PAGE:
Gout and Sugar
Most adults and children in America eat too much sugar, according to the Centers for Disease Control and Prevention (CDC). The leading source of added sugar in the American diet is sugar-sweetened beverages. Consuming too much sugar can lead to the following health problems:
- Weight gain
- Type 2 diabetes
- Heart disease
But did you know that it can lead to painful gout as well?
What Is Gout?
Gout is a common form of painful inflammatory arthritis that usually occurs in only one joint at a time, often the big toe joint, but it can also occur in lesser toe joints, ankle or knee. If you have gout, you will likely have the following symptoms:
- Intense pain
Flares start suddenly and can last for days and weeks followed by long periods of remission—weeks, months or even years without symptoms.
What Is the Main Cause of Gout?
People with too much uric acid in the body can develop hyperuricemia, which causes gout. The uric acid crystallizes and can build up in the joints, fluids and tissues within the body. Hyperuricemia does not always cause gout and may not need medication without gout symptoms.
The following may likely increase your risk of developing gout:
- Being male (for women, the risk increases after menopause)
- Being obese
- Having underlying health conditions, such as congestive heart failure, hypertension, insulin resistance, metabolic syndrome, diabetes or poor kidney function
- Using medications, such as diuretics
- Drinking alcohol
- Eating or drinking food and beverages high in purines and fructose
What Is the Link between Gout and Sugar?
Chemical purines are released when the body breaks down fructose found in foods and beverages, such as processed foods, sodas and alcohol. This process produces uric acid, which forms into painful crystals.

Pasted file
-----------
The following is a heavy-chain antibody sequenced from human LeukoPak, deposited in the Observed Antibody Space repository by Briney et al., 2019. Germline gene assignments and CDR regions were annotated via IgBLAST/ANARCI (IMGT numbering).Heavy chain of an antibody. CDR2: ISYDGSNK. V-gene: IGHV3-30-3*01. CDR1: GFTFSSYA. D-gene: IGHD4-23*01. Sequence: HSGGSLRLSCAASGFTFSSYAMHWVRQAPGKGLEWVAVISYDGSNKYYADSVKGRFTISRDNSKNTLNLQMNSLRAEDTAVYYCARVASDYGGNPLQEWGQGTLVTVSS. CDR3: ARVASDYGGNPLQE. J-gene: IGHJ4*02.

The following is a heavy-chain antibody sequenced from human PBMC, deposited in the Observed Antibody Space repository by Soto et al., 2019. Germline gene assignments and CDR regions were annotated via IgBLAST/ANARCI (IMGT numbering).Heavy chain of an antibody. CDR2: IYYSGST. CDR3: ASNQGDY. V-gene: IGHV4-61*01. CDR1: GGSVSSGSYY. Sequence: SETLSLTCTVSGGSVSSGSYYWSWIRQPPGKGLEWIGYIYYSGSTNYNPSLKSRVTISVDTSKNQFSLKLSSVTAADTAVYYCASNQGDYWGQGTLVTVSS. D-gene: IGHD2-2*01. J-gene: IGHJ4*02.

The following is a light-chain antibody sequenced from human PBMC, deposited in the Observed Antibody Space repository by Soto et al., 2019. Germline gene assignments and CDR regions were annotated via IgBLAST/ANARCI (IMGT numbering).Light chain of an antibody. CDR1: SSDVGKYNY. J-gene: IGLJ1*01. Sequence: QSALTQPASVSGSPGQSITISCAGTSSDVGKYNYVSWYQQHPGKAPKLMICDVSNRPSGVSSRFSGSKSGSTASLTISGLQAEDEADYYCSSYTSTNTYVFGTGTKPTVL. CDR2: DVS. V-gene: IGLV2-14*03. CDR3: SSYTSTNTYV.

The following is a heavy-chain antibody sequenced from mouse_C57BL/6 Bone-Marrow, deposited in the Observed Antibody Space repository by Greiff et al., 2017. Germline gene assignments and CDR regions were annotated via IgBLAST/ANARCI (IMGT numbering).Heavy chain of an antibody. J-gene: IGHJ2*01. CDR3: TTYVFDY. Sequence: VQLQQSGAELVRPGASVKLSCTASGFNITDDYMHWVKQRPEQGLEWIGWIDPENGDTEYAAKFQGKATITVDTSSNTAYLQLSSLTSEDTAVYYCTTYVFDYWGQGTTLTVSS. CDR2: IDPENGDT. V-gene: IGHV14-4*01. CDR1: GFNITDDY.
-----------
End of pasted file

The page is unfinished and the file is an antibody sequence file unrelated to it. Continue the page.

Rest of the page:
Studies show that drinking two or more sugary sodas a day raises the risk for gout by 85 percent among men—the chances of developing gout double in people with obesity.
What Foods Cause Gout?
For some people, gout is caused by eating foods high in sugars and purines, such as the following:
- Processed foods
- Red meat
- Organ meat
- Seafood like anchovies, sardines, mussels, scallops, trout and tuna
- Alcohol, especially beer
- Sugary drinks, such as regular sodas, fruit drinks, sports drinks, energy drinks, sweetened waters and sweetened coffee and tea beverages
- Desserts and sweet snacks, such as cookies, brownies, cakes, pies, ice cream, frozen dairy desserts, doughnuts, sweet rolls and pastries
- Fruit juice and certain types of fruits
What Is the Best Way to Get Rid of Gout?
A rheumatologist can only diagnose gout during a flare and when X-rays and laboratory tests find uric acid crystals in the affected joint. Medication and self-management strategies can effectively treat and manage gout once diagnosed. Your treatment plan may include the following recommendations:
- Take nonsteroidal anti-inflammatory drugs (NSAIDs) like ibuprofen, steroids and the anti-inflammatory drug colchicine to manage the pain of a flare.
- Choose a healthy diet and lifestyle, including losing weight, limiting alcohol intake and avoiding purine-rich food to help prevent future flares.
- Prevent tophi and kidney stones for people with frequent acute flares or chronic gout with preventive therapy. Tophi are hard, uric acid deposits under the skin. Drugs like allopurinol, febuxostat and pegloticase can help lower uric acid levels.
The CDC recommends the following nonmedical self-management strategies for people with arthritis and gout:
- Join a self-management education class to understand arthritis and improve your quality of life.
- Engage in moderate physical activity at least 150 minutes per week to help reduce pain, improve mood and the ability to move. Choose activities that have a low impact on joints, such as walking, bicycling and swimming.
- Set regular appointments with your doctor and follow your recommended treatment plan.
- Lose weight to reduce pressure on joints.
If you are experiencing symptoms of gout, seek medical attention to confirm a diagnosis. Please do not delay care.
Centers for Disease Control and Prevention